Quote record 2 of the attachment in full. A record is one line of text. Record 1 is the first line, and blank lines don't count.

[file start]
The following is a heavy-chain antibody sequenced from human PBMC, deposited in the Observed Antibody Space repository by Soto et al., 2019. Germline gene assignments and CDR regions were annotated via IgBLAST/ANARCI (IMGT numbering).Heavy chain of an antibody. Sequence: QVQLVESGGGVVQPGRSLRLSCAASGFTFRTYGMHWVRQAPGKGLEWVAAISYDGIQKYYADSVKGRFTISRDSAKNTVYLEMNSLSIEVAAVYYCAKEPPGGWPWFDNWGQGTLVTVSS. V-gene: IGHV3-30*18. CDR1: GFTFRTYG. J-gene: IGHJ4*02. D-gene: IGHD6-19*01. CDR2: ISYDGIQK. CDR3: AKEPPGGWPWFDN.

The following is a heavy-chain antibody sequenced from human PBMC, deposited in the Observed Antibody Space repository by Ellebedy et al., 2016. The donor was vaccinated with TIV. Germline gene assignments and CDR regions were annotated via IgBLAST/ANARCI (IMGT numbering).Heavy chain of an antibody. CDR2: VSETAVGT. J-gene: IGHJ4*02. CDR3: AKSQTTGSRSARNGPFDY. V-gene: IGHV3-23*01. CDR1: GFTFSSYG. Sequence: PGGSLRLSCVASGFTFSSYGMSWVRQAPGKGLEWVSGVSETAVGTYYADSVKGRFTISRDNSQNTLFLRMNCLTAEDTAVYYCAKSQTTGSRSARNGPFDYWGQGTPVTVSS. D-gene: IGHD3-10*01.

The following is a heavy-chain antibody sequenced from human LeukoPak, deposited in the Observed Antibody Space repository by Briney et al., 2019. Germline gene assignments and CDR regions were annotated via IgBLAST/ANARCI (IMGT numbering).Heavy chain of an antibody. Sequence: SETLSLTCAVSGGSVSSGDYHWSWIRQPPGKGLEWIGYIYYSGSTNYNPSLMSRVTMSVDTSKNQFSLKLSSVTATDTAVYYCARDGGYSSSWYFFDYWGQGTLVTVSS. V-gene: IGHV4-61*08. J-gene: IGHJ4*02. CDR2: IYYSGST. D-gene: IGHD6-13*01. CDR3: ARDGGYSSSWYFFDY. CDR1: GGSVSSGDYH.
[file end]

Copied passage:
The following is a heavy-chain antibody sequenced from human PBMC, deposited in the Observed Antibody Space repository by Ellebedy et al., 2016. The donor was vaccinated with TIV. Germline gene assignments and CDR regions were annotated via IgBLAST/ANARCI (IMGT numbering).Heavy chain of an antibody. CDR2: VSETAVGT. J-gene: IGHJ4*02. CDR3: AKSQTTGSRSARNGPFDY. V-gene: IGHV3-23*01. CDR1: GFTFSSYG. Sequence: PGGSLRLSCVASGFTFSSYGMSWVRQAPGKGLEWVSGVSETAVGTYYADSVKGRFTISRDNSQNTLFLRMNCLTAEDTAVYYCAKSQTTGSRSARNGPFDYWGQGTPVTVSS. D-gene: IGHD3-10*01.